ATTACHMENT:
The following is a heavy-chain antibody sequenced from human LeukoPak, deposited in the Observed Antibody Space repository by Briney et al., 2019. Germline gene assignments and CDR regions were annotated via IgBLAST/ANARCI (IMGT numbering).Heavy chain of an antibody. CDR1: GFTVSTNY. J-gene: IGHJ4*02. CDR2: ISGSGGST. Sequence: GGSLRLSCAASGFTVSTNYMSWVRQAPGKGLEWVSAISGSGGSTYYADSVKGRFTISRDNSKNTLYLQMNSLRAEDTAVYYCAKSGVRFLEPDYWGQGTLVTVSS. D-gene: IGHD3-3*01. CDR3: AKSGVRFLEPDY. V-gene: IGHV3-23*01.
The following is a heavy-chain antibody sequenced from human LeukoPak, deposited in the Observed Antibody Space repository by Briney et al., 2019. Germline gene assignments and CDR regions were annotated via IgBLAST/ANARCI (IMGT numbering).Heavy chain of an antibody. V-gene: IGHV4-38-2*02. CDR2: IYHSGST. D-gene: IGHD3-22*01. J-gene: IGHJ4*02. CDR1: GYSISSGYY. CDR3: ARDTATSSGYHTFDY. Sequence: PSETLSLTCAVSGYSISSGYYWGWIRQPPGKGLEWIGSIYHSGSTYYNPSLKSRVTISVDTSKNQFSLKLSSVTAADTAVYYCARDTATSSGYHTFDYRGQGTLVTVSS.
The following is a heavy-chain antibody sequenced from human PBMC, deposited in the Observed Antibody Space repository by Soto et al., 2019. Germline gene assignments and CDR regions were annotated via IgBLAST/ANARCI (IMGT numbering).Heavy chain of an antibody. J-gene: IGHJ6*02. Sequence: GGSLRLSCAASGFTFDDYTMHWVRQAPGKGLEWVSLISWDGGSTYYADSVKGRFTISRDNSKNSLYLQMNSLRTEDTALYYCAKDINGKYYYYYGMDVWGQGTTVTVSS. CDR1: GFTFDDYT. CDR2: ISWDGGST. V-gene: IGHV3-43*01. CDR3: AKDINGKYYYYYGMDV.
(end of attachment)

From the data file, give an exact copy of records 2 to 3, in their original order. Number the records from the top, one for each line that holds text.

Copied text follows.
The following is a heavy-chain antibody sequenced from human LeukoPak, deposited in the Observed Antibody Space repository by Briney et al., 2019. Germline gene assignments and CDR regions were annotated via IgBLAST/ANARCI (IMGT numbering).Heavy chain of an antibody. V-gene: IGHV4-38-2*02. CDR2: IYHSGST. D-gene: IGHD3-22*01. J-gene: IGHJ4*02. CDR1: GYSISSGYY. CDR3: ARDTATSSGYHTFDY. Sequence: PSETLSLTCAVSGYSISSGYYWGWIRQPPGKGLEWIGSIYHSGSTYYNPSLKSRVTISVDTSKNQFSLKLSSVTAADTAVYYCARDTATSSGYHTFDYRGQGTLVTVSS.
The following is a heavy-chain antibody sequenced from human PBMC, deposited in the Observed Antibody Space repository by Soto et al., 2019. Germline gene assignments and CDR regions were annotated via IgBLAST/ANARCI (IMGT numbering).Heavy chain of an antibody. J-gene: IGHJ6*02. Sequence: GGSLRLSCAASGFTFDDYTMHWVRQAPGKGLEWVSLISWDGGSTYYADSVKGRFTISRDNSKNSLYLQMNSLRTEDTALYYCAKDINGKYYYYYGMDVWGQGTTVTVSS. CDR1: GFTFDDYT. CDR2: ISWDGGST. V-gene: IGHV3-43*01. CDR3: AKDINGKYYYYYGMDV.